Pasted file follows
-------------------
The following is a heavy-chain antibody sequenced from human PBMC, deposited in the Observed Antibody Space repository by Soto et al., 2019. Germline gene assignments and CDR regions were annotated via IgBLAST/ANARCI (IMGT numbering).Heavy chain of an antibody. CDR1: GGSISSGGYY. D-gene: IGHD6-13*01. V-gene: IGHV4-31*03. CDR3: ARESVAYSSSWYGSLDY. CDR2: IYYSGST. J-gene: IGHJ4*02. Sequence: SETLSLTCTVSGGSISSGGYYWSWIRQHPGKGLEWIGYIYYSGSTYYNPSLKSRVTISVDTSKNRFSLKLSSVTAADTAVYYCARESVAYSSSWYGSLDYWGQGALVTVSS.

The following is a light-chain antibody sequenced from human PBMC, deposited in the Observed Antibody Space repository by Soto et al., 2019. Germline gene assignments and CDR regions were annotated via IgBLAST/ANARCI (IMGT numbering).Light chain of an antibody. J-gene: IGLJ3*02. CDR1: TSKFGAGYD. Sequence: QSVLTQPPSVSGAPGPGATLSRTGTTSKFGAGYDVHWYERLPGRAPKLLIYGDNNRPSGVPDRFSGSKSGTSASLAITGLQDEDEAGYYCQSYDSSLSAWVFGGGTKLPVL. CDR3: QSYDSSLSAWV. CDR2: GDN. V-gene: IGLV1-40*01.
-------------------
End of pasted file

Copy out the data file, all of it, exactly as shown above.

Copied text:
The following is a heavy-chain antibody sequenced from human PBMC, deposited in the Observed Antibody Space repository by Soto et al., 2019. Germline gene assignments and CDR regions were annotated via IgBLAST/ANARCI (IMGT numbering).Heavy chain of an antibody. CDR1: GGSISSGGYY. D-gene: IGHD6-13*01. V-gene: IGHV4-31*03. CDR3: ARESVAYSSSWYGSLDY. CDR2: IYYSGST. J-gene: IGHJ4*02. Sequence: SETLSLTCTVSGGSISSGGYYWSWIRQHPGKGLEWIGYIYYSGSTYYNPSLKSRVTISVDTSKNRFSLKLSSVTAADTAVYYCARESVAYSSSWYGSLDYWGQGALVTVSS.

The following is a light-chain antibody sequenced from human PBMC, deposited in the Observed Antibody Space repository by Soto et al., 2019. Germline gene assignments and CDR regions were annotated via IgBLAST/ANARCI (IMGT numbering).Light chain of an antibody. J-gene: IGLJ3*02. CDR1: TSKFGAGYD. Sequence: QSVLTQPPSVSGAPGPGATLSRTGTTSKFGAGYDVHWYERLPGRAPKLLIYGDNNRPSGVPDRFSGSKSGTSASLAITGLQDEDEAGYYCQSYDSSLSAWVFGGGTKLPVL. CDR3: QSYDSSLSAWV. CDR2: GDN. V-gene: IGLV1-40*01.